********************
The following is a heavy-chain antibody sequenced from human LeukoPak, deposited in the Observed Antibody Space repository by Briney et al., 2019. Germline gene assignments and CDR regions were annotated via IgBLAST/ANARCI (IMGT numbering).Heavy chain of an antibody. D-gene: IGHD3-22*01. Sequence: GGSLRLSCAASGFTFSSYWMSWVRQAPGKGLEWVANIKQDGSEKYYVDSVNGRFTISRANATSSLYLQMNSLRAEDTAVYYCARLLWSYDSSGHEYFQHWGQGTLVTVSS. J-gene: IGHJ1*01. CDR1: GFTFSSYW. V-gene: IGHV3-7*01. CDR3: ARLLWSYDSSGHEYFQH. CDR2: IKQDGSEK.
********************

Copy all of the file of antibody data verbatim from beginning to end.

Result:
The following is a heavy-chain antibody sequenced from human LeukoPak, deposited in the Observed Antibody Space repository by Briney et al., 2019. Germline gene assignments and CDR regions were annotated via IgBLAST/ANARCI (IMGT numbering).Heavy chain of an antibody. D-gene: IGHD3-22*01. Sequence: GGSLRLSCAASGFTFSSYWMSWVRQAPGKGLEWVANIKQDGSEKYYVDSVNGRFTISRANATSSLYLQMNSLRAEDTAVYYCARLLWSYDSSGHEYFQHWGQGTLVTVSS. J-gene: IGHJ1*01. CDR1: GFTFSSYW. V-gene: IGHV3-7*01. CDR3: ARLLWSYDSSGHEYFQH. CDR2: IKQDGSEK.